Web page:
Graph 1: Lincoln MMI vs. S&P 500 (Enterprise Value)
Starting with a value of 10,000 as of March 31, 2014, the Lincoln MMI stands at 13,921 (as of June 30, 2019), reflecting a compound annual growth rate of 6.5%—versus 14,850 for the S&P 500, or a gain of 7.8%.
For more information, visit An Overview of the Lincoln Middle Market Index
About the Lincoln Middle Market Index
The Lincoln MMI is the only index that tracks changes in the enterprise value of U.S. privately held middle market companies—primarily those owned by private equity firms. With the Lincoln MMI, private equity firms and other investors can benchmark private companies’ performance against their peers and the public markets.
This index is differentiated from other indices as it (1) tracks enterprise values of private middle market companies over time; (2) is based on valuations rather than executive surveys; and (3) covers a wide sampling of companies across a range of private equity firms’ portfolios.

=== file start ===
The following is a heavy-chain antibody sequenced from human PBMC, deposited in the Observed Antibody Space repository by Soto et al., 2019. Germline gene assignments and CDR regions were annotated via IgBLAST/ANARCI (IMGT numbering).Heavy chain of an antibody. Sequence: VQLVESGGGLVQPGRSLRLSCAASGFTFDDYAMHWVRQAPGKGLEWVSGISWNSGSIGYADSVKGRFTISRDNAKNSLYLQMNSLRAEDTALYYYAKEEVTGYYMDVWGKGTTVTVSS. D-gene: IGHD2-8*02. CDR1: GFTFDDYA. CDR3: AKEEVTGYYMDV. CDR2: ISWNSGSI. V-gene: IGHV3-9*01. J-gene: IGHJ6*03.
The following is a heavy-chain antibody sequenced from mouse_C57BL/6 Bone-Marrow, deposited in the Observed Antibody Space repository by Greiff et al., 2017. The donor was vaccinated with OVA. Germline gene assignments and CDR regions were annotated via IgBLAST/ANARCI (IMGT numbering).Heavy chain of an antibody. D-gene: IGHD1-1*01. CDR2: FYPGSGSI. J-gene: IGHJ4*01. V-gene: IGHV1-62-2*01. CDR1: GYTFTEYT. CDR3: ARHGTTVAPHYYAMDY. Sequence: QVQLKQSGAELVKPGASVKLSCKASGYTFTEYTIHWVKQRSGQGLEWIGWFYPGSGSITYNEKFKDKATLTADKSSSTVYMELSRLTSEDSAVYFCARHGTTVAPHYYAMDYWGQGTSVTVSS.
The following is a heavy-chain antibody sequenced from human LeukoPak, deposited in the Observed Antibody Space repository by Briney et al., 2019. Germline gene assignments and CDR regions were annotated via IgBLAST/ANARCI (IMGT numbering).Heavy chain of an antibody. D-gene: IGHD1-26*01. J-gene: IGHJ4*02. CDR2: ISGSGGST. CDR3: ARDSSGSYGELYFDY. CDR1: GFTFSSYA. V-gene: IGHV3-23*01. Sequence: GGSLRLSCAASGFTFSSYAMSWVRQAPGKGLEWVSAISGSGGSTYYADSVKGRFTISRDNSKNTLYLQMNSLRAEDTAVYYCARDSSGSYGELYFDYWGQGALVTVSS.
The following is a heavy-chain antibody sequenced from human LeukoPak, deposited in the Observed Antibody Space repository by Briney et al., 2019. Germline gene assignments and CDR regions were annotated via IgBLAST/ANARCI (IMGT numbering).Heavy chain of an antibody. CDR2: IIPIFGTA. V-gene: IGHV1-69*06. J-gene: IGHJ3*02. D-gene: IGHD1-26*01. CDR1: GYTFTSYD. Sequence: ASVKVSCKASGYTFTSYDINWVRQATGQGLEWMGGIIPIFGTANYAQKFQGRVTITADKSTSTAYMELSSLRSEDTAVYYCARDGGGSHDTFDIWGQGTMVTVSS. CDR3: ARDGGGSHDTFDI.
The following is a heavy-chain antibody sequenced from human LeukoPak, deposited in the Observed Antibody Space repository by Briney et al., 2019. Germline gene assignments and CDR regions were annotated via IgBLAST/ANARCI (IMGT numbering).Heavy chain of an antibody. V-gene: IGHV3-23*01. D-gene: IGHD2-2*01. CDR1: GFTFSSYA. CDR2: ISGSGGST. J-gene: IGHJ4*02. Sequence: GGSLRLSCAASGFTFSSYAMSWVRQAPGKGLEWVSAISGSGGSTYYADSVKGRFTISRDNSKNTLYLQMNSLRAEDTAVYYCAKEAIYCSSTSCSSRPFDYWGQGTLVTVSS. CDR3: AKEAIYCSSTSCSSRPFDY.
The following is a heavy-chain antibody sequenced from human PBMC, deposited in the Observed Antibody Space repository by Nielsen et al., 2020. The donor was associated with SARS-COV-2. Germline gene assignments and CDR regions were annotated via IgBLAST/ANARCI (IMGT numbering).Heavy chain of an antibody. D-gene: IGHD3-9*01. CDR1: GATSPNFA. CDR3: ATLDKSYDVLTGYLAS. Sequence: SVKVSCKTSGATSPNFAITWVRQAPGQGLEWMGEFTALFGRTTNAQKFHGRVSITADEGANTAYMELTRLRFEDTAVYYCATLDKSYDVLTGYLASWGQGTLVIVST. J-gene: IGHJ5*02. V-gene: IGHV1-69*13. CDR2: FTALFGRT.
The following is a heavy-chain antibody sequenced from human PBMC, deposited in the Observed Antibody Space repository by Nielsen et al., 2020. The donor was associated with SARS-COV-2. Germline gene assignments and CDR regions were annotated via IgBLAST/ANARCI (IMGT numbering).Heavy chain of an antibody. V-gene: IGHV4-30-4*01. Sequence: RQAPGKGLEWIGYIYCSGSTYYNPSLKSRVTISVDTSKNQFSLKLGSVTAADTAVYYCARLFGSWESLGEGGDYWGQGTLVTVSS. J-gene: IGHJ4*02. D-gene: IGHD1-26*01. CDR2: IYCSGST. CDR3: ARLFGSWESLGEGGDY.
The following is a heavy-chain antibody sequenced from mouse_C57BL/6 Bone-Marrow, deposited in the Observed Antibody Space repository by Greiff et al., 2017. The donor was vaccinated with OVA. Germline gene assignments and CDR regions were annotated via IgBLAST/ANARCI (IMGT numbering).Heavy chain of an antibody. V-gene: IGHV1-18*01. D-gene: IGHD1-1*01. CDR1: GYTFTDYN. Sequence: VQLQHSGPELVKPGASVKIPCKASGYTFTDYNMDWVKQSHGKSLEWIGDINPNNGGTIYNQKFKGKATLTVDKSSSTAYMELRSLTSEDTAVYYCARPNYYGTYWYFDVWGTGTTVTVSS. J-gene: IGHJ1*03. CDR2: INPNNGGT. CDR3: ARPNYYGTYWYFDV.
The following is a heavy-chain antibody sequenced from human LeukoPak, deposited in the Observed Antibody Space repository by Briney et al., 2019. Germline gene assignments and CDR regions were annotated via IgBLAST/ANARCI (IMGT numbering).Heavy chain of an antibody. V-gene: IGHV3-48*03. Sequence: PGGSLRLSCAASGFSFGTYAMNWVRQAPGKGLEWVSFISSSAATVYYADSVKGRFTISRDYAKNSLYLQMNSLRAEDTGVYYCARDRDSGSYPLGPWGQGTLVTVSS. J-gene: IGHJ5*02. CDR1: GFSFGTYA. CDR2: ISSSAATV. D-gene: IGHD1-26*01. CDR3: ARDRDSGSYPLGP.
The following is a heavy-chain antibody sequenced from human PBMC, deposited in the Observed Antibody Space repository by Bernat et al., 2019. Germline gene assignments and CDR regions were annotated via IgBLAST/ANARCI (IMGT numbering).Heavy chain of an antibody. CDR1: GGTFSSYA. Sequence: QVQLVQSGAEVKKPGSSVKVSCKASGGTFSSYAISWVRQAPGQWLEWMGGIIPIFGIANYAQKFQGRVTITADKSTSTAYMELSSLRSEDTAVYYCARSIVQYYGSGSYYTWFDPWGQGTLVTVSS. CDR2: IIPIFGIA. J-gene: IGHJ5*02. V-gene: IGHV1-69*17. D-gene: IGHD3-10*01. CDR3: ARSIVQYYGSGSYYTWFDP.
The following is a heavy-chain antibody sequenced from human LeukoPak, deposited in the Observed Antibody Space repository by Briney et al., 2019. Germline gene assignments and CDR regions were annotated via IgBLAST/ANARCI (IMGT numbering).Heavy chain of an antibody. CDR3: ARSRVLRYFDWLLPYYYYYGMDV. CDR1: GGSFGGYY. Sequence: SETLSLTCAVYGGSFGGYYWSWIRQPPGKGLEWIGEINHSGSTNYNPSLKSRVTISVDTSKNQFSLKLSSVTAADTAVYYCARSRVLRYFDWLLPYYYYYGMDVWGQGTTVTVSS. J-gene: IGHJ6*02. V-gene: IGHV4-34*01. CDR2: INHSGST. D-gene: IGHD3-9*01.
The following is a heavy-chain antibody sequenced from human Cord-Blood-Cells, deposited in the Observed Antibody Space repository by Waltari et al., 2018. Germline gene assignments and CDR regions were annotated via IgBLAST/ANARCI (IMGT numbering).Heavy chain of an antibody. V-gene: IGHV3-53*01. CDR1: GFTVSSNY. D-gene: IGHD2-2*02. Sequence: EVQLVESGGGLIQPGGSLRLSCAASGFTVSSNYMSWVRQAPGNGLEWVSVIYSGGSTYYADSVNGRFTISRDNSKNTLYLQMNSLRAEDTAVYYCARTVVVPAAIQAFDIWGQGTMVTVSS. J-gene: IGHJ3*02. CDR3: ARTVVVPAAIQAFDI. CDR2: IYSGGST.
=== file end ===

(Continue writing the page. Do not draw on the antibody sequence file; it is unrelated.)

The Lincoln MMI seeks to measure the variation in middle market companies’ enterprise values by analyzing the aggregate change in company earnings as well as the prevailing market multiples for approximately 450 middle market companies each generating less than $100 million in annual earnings. The index is calculated using anonymized data on an aggregated basis by Lincoln’s Valuations & Opinions Group, which has distinctive insights into the financial performance of thousands of portfolio investments of financial sponsors, business development companies and private debt funds.
The methodology was determined by Lincoln in collaboration with Professors Steven Kaplan and Michael Minnis of the University of Chicago Booth School of Business. While other indices track changes to a company’s revenue or earnings, the Lincoln MMI is different in that it tracks the total value of these companies. Significantly, the large number of middle market companies used to create the Lincoln MMI helps ensure that the confidentiality of all company-specific information used in the Index is maintained.